Rank and organization: First Lieutenant, U.S. Army, 3d Reconnaissance Troop, 3d Infantry Division. Place and date: Near Agrigento, Sicily, 17 July 1943. Entered service at: Piedmont, Calif. Birth: Oakland, Calif. G.O. No.: 69, 21 October 1943. Citation: For conspicuous gallantry and intrepidity at the risk of life above and beyond the call of duty in action involving actual conflict with the enemy. Commander of a reconnaissance platoon, 1st Lt. Waybur volunteered to lead a 3-vehicle patrol into enemy-held territory to locate an isolated Ranger unit. Proceeding under cover of darkness, over roads known to be heavily mined, and strongly defended by road blocks and machinegun positions, the patrol’s progress was halted at a bridge which had been destroyed by enemy troops and was suddenly cut off from its supporting vehicles by 4 enemy tanks. Although hopelessly outnumbered and out-gunned, and himself and his men completely exposed, he quickly dispersed his vehicles and ordered his gunners to open fire with their .30 and .50 caliber machineguns. Then, with ammunition exhausted, 3 of his men hit and himself seriously wounded, he seized his .45 caliber Thompson submachinegun and standing in the bright moonlight directly in the line of fire, alone engaged the leading tank at 30 yards and succeeded in killing the crewmembers, causing the tank to run onto the bridge and crash into the stream bed. After dispatching 1 of the men for aid he rallied the rest to cover and withstood the continued fire of the tanks till the arrival of aid the following morning.
The Medal then takes a 10 year break on this day, until 1953, in Korea.
*PENDLETON, CHARLES F.
Rank and organization: Corporal. U.S. Army, Company D, 15th Infantry Regiment, 3d Infantry Division. Place and date: Near Choo Gung-Dong, Korea, 16 and 17 July 1953. Entered service at: Fort Worth, Tex. Born: 26 September 1931, Camden, Tenn. Citation: Cpl. Pendleton, a machine gunner with Company D, distinguished himself by conspicuous gallantry and indomitable courage above and beyond the call of duty in action against the enemy. After consolidating and establishing a defensive perimeter on a key terrain feature, friendly elements were attacked by a large hostile force. Cpl. Pendleton delivered deadly accurate fire into the approaching troops, killing approximately 15 and disorganizing the remainder with grenades. Unable to protect the flanks because of the narrow confines of the trench, he removed the machine gun from the tripod and, exposed to enemy observation, positioned it on his knee to improve his firing vantage. Observing a hostile infantryman jumping into the position, intent on throwing a grenade at his comrades, he whirled about and killed the attacker, then inflicted such heavy casualties on the enemy force that they retreated to regroup. After reorganizing, a second wave of hostile soldiers moved forward in an attempt to overrun the position and, later, when a hostile grenade landed nearby, Cpl. Pendleton quickly retrieved and hurled it back at the foe. Although he was burned by the hot shells ejecting from his weapon, and he was wounded by a grenade, he refused evacuation and continued to fire on the assaulting force. As enemy action increased in tempo, his machine gun was destroyed by a grenade but, undaunted, he grabbed a carbine and continued his heroic defense until mortally wounded by a mortar burst. Cpl. Pendleton’s unflinching courage, gallant self-sacrifice, and consummate devotion to duty reflect lasting glory upon himself and uphold the finest traditions of the military service.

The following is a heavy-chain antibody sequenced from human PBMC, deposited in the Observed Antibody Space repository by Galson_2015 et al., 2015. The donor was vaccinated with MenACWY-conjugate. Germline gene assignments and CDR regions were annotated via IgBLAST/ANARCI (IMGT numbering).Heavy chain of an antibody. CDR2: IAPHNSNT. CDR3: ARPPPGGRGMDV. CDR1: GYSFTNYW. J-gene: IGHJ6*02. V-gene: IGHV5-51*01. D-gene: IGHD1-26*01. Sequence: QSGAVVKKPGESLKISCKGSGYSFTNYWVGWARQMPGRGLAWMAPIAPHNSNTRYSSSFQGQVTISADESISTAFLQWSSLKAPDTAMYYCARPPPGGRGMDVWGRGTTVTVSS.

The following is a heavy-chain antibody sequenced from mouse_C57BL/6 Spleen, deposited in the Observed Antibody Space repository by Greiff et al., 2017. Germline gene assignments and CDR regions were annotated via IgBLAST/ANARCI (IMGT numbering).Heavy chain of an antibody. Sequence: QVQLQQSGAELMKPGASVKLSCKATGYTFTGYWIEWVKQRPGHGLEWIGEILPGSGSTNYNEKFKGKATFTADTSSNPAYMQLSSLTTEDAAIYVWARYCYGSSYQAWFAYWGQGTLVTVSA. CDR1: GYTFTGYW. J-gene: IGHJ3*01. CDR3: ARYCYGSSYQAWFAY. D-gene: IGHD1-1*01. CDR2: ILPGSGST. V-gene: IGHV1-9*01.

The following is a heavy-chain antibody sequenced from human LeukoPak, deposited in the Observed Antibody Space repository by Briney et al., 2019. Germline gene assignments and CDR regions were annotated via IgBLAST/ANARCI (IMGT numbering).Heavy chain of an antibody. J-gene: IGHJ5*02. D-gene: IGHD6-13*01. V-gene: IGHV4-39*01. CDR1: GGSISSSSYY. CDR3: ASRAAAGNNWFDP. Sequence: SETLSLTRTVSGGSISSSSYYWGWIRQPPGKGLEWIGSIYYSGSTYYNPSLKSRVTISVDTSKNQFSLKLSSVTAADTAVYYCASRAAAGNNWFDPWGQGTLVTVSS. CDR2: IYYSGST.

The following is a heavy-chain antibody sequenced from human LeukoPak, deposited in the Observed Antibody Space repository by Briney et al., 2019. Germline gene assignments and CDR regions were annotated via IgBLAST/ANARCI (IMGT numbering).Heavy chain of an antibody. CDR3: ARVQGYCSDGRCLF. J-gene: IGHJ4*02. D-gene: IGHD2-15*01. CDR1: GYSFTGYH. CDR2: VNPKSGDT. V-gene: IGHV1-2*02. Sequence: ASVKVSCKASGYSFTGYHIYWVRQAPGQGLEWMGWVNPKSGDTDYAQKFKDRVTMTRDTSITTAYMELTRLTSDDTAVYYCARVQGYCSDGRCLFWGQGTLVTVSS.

*Indicates a posthumous award.